By SUSAN F. LAVOY, a freelance writer in Philadelphia.
They struck while many slept. From the overnight hours of February 28 until March 3, as many as 77 confirmed tornadoes roared through 13 states, causing perhaps $2 billion in claims costs, killing dozens of people, and obliterating entire communities. The leap-day event alone saw 36 tornadoes make landfall with shocking force, including a particularly violent twister -- rated second highest (EF4) on the Enhanced Fujita Scale, with winds between 166 mph and 200 mph -- that effectively wiped out several small towns in Illinois and Indiana.
Tornado activity for the year has been well above average, with 272 tornadoes, versus the 2005 - 2011 average of 123 through March 4.
Forty-nine deaths have been attributed to tornadoes in 2012, according to EQECAT. But catastrophic risk modeling firms weren't exactly caught sleeping. They had 2011 to alert them.
Dubbed "Year of the Tornado" by weather wonks, 2011 was the second-deadliest tornado year (from 1950); 1,709 twisters caused 552 deaths, and an insured loss of around $20 billion.
Tornadoes are only one component of convective storms, which also produce large hail, straight-line winds and heavy rain.
Simply put, warmer-than-normal Gulf of Mexico waters supplied the humid, unstable air that energized this month's tornadoes by colliding with a cold front in the southern plains.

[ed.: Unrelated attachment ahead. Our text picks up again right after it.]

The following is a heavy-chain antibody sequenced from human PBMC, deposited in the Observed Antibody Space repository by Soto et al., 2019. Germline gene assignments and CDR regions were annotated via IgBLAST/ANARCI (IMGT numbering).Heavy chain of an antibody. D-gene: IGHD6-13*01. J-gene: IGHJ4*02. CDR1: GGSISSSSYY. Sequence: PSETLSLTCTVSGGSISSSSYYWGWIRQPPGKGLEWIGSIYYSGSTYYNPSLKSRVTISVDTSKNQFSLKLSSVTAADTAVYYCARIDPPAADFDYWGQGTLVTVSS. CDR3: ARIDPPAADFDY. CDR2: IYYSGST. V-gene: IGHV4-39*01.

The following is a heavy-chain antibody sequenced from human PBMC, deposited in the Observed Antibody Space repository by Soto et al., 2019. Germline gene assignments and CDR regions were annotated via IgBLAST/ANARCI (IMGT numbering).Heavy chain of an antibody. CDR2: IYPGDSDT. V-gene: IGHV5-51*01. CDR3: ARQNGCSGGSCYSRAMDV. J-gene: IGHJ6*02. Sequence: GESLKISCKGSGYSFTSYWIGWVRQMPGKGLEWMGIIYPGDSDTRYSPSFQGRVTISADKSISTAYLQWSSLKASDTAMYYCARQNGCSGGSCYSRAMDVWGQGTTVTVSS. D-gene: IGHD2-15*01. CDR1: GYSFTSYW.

So do these near-record-breaking number of recent tornadoes represent the "new normal" in U.S. weather? And, if fluctuating ocean temperatures -- a major factor in tornado formation -- occurs in regular cycles, why so many tornadoes in just the past year?
Most modeling experts acknowledge a recent rise in tornado numbers, but believe that the statistics reflect increased reporting of weaker twisters in more-populated areas. "Clients are asking if there is a continuing upward trend," said Matthew Nielsen, model product manager at Risk Management Solutions. "While data is not robust enough to support that, tornado outbreaks have been farther east over the last four years, placing dangerous tornadoes in areas of higher population density than traditional Tornado Alley."
Jose Miranda, EQECAT's director of client advocacy, takes an historical view of tornado activity. "Over the last 60 years, the records don't show an increased trend. A tornado requires many ingredients, in the right place, in the right proportion, at the same time -- a very rare occurrence. Unfortunately, this convergence happened several times recently. But past tornado activity is not a predictor of future tornado activity."
Still, a perceived acceleration could shake a client's faith in accurate catastrophic risk modeling. Miranda, a meteorologist, asserts that, by explaining the science behind risk and engaging in ongoing "healthy dialogue," EQECAT can keep its clients' expectations realistic. "We advocate complete understanding of tornado risk, being informed of the entire range of possibilities out there."
Miranda believes that adjusting EQECAT's extremely complicated tornado risk model, accurately updated in 2007, is unnecessary. RMS's formula was designed to take into account anomalies like the 2011 season, Nielsen said.
"RMS built a solution that attempts to capture the true frequency of these damaging events, leveraging numerical modeling output and other methods.? RMS estimates that 2011 was a one-in-100-year aggregate loss event."
March 13, 2012
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